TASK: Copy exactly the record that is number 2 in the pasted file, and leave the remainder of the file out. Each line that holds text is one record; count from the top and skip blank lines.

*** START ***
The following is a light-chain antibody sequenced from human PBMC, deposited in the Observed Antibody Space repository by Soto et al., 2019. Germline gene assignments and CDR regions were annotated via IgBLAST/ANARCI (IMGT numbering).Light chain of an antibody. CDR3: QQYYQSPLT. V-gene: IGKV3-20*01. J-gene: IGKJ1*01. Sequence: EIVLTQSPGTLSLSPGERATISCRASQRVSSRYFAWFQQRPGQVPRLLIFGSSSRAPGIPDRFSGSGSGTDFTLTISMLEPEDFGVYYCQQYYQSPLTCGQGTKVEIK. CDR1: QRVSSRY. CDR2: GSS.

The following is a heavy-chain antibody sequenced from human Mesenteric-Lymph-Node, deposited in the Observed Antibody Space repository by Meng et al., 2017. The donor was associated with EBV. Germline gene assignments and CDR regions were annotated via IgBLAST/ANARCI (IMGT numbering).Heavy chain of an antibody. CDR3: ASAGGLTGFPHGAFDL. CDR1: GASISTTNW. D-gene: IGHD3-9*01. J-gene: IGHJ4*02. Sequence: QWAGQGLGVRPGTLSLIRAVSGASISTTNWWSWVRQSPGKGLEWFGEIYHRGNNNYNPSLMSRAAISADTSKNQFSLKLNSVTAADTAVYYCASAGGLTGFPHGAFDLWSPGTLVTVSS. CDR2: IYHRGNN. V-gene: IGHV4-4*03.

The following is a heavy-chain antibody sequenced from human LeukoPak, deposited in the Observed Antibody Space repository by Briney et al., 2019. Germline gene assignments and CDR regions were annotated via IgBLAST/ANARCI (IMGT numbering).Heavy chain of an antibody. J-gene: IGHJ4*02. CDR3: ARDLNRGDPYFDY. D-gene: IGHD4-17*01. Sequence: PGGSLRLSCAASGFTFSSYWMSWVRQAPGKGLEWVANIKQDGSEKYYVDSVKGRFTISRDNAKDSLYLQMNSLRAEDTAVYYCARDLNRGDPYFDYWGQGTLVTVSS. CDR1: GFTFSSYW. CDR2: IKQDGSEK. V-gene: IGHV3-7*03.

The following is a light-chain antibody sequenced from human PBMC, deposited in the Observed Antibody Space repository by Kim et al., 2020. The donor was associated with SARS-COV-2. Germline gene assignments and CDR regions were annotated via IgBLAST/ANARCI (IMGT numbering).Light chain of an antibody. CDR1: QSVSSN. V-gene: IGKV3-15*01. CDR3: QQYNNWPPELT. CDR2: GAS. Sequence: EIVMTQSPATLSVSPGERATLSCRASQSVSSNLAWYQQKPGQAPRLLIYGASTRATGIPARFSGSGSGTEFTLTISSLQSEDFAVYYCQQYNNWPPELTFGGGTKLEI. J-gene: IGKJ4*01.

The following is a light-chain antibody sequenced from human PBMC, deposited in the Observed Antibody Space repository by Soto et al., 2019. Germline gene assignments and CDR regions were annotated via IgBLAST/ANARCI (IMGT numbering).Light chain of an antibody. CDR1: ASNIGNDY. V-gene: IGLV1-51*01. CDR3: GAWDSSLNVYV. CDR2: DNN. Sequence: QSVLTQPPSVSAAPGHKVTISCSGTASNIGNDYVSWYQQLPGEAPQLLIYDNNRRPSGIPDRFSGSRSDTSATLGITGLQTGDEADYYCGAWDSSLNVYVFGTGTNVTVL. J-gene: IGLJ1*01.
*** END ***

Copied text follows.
The following is a heavy-chain antibody sequenced from human Mesenteric-Lymph-Node, deposited in the Observed Antibody Space repository by Meng et al., 2017. The donor was associated with EBV. Germline gene assignments and CDR regions were annotated via IgBLAST/ANARCI (IMGT numbering).Heavy chain of an antibody. CDR3: ASAGGLTGFPHGAFDL. CDR1: GASISTTNW. D-gene: IGHD3-9*01. J-gene: IGHJ4*02. Sequence: QWAGQGLGVRPGTLSLIRAVSGASISTTNWWSWVRQSPGKGLEWFGEIYHRGNNNYNPSLMSRAAISADTSKNQFSLKLNSVTAADTAVYYCASAGGLTGFPHGAFDLWSPGTLVTVSS. CDR2: IYHRGNN. V-gene: IGHV4-4*03.